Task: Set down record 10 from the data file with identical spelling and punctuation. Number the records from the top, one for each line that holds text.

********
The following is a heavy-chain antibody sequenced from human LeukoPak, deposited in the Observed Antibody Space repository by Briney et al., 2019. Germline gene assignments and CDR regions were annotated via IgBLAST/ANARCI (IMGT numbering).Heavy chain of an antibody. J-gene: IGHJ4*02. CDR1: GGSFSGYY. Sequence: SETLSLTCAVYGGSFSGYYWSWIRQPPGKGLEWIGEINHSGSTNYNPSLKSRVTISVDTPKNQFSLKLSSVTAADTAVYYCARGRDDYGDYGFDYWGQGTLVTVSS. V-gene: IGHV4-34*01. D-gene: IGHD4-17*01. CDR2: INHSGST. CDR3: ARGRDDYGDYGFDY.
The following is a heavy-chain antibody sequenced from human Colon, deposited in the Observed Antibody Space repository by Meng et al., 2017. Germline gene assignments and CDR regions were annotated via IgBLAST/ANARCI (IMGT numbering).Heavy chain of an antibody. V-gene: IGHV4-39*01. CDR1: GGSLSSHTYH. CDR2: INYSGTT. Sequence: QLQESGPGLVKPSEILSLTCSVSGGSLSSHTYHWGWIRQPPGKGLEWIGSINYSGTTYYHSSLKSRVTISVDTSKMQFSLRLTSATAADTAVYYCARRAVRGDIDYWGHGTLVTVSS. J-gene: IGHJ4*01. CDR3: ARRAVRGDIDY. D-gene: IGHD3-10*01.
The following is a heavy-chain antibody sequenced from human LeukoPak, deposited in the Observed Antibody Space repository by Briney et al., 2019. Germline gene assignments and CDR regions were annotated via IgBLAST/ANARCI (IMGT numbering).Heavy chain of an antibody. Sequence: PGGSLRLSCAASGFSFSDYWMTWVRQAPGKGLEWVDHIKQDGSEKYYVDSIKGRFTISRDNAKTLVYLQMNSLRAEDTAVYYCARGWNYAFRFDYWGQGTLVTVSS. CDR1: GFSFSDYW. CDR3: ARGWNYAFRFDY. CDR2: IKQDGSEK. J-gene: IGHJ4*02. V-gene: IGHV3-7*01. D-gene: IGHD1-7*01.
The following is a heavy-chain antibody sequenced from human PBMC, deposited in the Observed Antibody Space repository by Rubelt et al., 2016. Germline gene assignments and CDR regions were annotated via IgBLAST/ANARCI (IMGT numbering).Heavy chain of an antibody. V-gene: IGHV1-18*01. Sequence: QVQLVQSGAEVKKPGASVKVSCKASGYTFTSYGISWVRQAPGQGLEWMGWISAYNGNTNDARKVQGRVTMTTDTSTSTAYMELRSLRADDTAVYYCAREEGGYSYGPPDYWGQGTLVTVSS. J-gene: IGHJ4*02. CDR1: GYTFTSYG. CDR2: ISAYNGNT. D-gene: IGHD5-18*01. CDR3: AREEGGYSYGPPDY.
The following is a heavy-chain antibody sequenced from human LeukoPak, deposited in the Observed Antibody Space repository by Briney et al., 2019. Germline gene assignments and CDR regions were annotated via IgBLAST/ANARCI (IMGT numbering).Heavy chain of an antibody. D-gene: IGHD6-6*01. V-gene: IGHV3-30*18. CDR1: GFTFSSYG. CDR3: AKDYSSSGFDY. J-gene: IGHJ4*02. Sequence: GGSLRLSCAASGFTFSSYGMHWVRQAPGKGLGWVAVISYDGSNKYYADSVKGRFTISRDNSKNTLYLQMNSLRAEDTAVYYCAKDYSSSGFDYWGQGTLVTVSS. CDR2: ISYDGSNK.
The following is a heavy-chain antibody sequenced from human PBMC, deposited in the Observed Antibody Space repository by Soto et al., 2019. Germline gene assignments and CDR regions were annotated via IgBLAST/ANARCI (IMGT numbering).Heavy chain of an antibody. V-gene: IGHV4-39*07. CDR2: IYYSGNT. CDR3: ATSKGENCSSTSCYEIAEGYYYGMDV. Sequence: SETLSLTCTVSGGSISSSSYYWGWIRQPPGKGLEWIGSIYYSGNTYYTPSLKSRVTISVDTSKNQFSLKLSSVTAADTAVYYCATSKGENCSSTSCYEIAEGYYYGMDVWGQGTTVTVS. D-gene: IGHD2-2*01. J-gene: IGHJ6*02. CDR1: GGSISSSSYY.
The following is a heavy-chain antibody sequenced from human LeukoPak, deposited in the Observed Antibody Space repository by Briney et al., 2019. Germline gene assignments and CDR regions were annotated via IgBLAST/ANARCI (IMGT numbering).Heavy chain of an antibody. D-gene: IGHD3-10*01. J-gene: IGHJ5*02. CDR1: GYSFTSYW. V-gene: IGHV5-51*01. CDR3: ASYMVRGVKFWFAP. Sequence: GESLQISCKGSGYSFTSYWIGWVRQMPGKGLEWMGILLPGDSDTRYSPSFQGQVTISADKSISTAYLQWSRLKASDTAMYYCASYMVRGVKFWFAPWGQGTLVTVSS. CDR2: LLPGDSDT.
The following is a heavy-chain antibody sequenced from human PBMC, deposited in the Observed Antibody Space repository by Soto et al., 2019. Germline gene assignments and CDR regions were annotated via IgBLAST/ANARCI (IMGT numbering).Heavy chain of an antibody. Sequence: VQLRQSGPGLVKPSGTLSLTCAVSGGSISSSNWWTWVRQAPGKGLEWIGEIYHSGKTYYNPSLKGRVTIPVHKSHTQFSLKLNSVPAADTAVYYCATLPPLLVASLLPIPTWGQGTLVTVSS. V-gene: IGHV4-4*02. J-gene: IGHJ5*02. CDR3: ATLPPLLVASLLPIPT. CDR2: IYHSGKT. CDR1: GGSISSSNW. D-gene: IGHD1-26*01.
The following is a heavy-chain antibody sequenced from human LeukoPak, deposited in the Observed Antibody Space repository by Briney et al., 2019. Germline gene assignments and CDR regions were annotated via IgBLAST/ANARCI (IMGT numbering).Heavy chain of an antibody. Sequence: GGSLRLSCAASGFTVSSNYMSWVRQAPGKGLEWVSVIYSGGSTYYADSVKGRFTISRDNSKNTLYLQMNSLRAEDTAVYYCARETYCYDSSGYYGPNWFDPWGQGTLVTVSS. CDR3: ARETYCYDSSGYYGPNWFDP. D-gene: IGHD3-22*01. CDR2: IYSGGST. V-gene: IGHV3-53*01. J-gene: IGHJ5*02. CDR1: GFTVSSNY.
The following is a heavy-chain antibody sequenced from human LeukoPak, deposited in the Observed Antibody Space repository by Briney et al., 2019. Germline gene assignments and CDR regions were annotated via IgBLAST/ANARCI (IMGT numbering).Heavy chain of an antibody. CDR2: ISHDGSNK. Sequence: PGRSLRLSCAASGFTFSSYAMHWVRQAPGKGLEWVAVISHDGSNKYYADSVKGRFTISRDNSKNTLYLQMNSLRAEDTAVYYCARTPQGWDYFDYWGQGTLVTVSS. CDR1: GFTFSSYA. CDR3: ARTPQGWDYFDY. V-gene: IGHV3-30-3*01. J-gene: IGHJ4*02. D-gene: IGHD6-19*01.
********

The following is a heavy-chain antibody sequenced from human LeukoPak, deposited in the Observed Antibody Space repository by Briney et al., 2019. Germline gene assignments and CDR regions were annotated via IgBLAST/ANARCI (IMGT numbering).Heavy chain of an antibody. CDR2: ISHDGSNK. Sequence: PGRSLRLSCAASGFTFSSYAMHWVRQAPGKGLEWVAVISHDGSNKYYADSVKGRFTISRDNSKNTLYLQMNSLRAEDTAVYYCARTPQGWDYFDYWGQGTLVTVSS. CDR1: GFTFSSYA. CDR3: ARTPQGWDYFDY. V-gene: IGHV3-30-3*01. J-gene: IGHJ4*02. D-gene: IGHD6-19*01.